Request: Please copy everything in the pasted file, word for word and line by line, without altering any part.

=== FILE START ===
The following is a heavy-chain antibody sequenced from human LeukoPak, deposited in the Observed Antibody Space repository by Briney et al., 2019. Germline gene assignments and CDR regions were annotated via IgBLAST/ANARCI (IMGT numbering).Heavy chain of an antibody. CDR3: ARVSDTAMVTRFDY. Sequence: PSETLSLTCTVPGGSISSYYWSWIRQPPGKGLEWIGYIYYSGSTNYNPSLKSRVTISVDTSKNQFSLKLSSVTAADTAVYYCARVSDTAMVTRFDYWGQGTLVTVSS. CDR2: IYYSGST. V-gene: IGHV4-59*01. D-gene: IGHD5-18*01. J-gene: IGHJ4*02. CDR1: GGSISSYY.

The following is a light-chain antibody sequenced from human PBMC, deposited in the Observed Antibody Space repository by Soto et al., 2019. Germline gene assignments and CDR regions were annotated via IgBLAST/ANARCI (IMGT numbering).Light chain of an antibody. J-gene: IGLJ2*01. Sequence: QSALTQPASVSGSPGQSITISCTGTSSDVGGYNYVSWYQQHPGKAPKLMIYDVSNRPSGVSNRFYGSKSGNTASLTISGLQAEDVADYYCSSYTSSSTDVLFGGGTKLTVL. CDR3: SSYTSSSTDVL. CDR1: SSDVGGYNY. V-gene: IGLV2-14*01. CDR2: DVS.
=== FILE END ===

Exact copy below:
The following is a heavy-chain antibody sequenced from human LeukoPak, deposited in the Observed Antibody Space repository by Briney et al., 2019. Germline gene assignments and CDR regions were annotated via IgBLAST/ANARCI (IMGT numbering).Heavy chain of an antibody. CDR3: ARVSDTAMVTRFDY. Sequence: PSETLSLTCTVPGGSISSYYWSWIRQPPGKGLEWIGYIYYSGSTNYNPSLKSRVTISVDTSKNQFSLKLSSVTAADTAVYYCARVSDTAMVTRFDYWGQGTLVTVSS. CDR2: IYYSGST. V-gene: IGHV4-59*01. D-gene: IGHD5-18*01. J-gene: IGHJ4*02. CDR1: GGSISSYY.

The following is a light-chain antibody sequenced from human PBMC, deposited in the Observed Antibody Space repository by Soto et al., 2019. Germline gene assignments and CDR regions were annotated via IgBLAST/ANARCI (IMGT numbering).Light chain of an antibody. J-gene: IGLJ2*01. Sequence: QSALTQPASVSGSPGQSITISCTGTSSDVGGYNYVSWYQQHPGKAPKLMIYDVSNRPSGVSNRFYGSKSGNTASLTISGLQAEDVADYYCSSYTSSSTDVLFGGGTKLTVL. CDR3: SSYTSSSTDVL. CDR1: SSDVGGYNY. V-gene: IGLV2-14*01. CDR2: DVS.